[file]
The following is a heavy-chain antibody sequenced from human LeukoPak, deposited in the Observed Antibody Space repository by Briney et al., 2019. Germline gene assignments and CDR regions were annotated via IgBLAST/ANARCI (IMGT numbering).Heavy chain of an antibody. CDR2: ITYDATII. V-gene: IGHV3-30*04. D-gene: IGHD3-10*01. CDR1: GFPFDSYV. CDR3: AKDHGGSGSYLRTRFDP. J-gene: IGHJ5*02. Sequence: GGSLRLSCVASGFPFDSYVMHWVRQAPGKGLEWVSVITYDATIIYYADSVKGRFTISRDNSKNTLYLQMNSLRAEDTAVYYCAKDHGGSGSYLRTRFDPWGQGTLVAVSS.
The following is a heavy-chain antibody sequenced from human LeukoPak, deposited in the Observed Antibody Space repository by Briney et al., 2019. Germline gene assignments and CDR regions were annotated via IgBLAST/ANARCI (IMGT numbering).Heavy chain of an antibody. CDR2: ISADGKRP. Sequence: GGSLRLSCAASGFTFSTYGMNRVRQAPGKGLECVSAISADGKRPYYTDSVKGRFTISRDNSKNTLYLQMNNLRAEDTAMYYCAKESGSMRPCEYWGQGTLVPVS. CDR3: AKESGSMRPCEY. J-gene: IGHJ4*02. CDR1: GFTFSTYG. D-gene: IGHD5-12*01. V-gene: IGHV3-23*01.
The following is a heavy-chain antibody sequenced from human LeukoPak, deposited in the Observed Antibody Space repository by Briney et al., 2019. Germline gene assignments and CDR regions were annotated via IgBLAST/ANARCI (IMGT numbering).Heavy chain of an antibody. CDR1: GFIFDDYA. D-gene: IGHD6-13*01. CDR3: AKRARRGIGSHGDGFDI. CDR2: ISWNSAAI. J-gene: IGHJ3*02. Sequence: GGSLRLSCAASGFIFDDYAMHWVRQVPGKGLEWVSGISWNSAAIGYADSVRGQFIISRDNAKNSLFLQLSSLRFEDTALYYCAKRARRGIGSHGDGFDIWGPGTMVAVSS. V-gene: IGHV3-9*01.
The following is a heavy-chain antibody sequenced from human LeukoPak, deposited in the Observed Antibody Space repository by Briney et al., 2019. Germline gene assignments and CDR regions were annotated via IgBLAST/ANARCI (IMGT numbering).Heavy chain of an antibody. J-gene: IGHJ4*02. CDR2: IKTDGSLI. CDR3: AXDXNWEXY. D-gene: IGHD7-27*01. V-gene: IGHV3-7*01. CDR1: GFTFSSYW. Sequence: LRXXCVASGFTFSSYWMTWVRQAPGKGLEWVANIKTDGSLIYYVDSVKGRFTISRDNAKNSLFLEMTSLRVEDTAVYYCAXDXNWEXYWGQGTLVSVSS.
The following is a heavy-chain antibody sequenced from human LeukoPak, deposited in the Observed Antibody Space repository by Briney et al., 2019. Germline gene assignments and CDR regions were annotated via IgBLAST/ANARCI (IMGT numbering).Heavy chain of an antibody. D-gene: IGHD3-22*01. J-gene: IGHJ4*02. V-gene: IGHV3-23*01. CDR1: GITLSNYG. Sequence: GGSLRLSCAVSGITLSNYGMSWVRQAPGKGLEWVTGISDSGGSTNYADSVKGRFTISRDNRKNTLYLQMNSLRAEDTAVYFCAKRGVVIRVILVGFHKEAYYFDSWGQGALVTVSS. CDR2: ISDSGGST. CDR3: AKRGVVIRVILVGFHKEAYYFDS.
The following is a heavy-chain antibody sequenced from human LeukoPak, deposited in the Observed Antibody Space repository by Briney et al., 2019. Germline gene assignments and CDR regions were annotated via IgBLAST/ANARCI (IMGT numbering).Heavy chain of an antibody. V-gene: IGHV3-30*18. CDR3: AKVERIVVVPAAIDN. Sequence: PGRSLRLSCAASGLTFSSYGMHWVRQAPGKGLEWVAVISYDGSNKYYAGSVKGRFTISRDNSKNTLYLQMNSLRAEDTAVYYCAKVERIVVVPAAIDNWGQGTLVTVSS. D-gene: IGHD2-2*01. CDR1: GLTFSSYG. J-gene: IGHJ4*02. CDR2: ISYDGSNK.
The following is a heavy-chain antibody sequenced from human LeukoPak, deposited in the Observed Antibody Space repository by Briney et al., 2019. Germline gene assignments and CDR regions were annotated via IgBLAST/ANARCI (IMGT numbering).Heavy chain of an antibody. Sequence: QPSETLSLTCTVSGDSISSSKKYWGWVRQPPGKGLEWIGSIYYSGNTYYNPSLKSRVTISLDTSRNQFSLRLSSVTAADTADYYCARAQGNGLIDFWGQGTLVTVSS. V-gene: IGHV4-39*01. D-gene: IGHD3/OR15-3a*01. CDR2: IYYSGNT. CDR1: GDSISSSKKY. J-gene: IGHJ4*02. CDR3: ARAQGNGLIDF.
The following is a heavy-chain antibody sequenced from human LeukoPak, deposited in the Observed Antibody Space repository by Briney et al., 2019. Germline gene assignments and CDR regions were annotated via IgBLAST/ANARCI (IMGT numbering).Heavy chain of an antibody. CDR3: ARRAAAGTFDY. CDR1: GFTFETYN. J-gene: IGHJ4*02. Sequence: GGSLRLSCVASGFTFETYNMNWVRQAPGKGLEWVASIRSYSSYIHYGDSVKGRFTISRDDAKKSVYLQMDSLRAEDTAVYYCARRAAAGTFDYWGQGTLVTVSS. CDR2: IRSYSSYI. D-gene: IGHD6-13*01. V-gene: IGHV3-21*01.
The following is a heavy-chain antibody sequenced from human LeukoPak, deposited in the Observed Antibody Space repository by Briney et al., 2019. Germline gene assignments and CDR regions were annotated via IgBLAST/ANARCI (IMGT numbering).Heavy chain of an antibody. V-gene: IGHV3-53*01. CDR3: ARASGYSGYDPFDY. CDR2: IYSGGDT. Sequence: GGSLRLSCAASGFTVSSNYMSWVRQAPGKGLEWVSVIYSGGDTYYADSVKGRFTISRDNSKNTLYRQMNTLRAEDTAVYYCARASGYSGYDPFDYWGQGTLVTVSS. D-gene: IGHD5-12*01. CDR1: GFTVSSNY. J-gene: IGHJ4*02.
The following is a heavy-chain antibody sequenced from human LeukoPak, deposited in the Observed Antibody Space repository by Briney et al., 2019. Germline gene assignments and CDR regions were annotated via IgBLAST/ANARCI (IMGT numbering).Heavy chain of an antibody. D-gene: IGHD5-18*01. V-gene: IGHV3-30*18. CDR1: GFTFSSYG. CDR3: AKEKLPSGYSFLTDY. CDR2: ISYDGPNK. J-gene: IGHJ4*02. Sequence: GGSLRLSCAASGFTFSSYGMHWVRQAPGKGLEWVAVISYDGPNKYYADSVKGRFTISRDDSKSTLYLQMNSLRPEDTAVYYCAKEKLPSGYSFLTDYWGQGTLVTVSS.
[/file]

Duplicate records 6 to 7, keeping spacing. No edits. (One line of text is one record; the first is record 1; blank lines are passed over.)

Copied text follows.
The following is a heavy-chain antibody sequenced from human LeukoPak, deposited in the Observed Antibody Space repository by Briney et al., 2019. Germline gene assignments and CDR regions were annotated via IgBLAST/ANARCI (IMGT numbering).Heavy chain of an antibody. V-gene: IGHV3-30*18. CDR3: AKVERIVVVPAAIDN. Sequence: PGRSLRLSCAASGLTFSSYGMHWVRQAPGKGLEWVAVISYDGSNKYYAGSVKGRFTISRDNSKNTLYLQMNSLRAEDTAVYYCAKVERIVVVPAAIDNWGQGTLVTVSS. D-gene: IGHD2-2*01. CDR1: GLTFSSYG. J-gene: IGHJ4*02. CDR2: ISYDGSNK.
The following is a heavy-chain antibody sequenced from human LeukoPak, deposited in the Observed Antibody Space repository by Briney et al., 2019. Germline gene assignments and CDR regions were annotated via IgBLAST/ANARCI (IMGT numbering).Heavy chain of an antibody. Sequence: QPSETLSLTCTVSGDSISSSKKYWGWVRQPPGKGLEWIGSIYYSGNTYYNPSLKSRVTISLDTSRNQFSLRLSSVTAADTADYYCARAQGNGLIDFWGQGTLVTVSS. V-gene: IGHV4-39*01. D-gene: IGHD3/OR15-3a*01. CDR2: IYYSGNT. CDR1: GDSISSSKKY. J-gene: IGHJ4*02. CDR3: ARAQGNGLIDF.